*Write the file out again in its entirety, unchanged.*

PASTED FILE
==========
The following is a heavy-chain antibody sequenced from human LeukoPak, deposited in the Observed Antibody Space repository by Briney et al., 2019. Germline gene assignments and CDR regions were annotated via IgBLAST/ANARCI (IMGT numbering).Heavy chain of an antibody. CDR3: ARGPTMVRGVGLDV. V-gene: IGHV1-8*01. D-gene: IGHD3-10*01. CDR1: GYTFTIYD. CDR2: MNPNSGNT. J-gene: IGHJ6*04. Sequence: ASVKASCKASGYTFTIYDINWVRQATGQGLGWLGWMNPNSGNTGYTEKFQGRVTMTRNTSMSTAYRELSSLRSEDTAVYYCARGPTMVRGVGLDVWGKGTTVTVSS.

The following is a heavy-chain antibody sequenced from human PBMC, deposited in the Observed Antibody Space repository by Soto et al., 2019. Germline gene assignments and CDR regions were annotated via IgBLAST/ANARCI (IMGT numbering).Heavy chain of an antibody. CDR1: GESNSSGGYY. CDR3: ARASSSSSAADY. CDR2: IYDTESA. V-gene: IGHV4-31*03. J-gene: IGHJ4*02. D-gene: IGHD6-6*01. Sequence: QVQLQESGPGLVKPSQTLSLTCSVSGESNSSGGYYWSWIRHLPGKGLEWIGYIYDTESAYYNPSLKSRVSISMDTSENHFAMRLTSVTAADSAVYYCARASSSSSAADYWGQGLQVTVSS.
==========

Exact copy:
The following is a heavy-chain antibody sequenced from human LeukoPak, deposited in the Observed Antibody Space repository by Briney et al., 2019. Germline gene assignments and CDR regions were annotated via IgBLAST/ANARCI (IMGT numbering).Heavy chain of an antibody. CDR3: ARGPTMVRGVGLDV. V-gene: IGHV1-8*01. D-gene: IGHD3-10*01. CDR1: GYTFTIYD. CDR2: MNPNSGNT. J-gene: IGHJ6*04. Sequence: ASVKASCKASGYTFTIYDINWVRQATGQGLGWLGWMNPNSGNTGYTEKFQGRVTMTRNTSMSTAYRELSSLRSEDTAVYYCARGPTMVRGVGLDVWGKGTTVTVSS.

The following is a heavy-chain antibody sequenced from human PBMC, deposited in the Observed Antibody Space repository by Soto et al., 2019. Germline gene assignments and CDR regions were annotated via IgBLAST/ANARCI (IMGT numbering).Heavy chain of an antibody. CDR1: GESNSSGGYY. CDR3: ARASSSSSAADY. CDR2: IYDTESA. V-gene: IGHV4-31*03. J-gene: IGHJ4*02. D-gene: IGHD6-6*01. Sequence: QVQLQESGPGLVKPSQTLSLTCSVSGESNSSGGYYWSWIRHLPGKGLEWIGYIYDTESAYYNPSLKSRVSISMDTSENHFAMRLTSVTAADSAVYYCARASSSSSAADYWGQGLQVTVSS.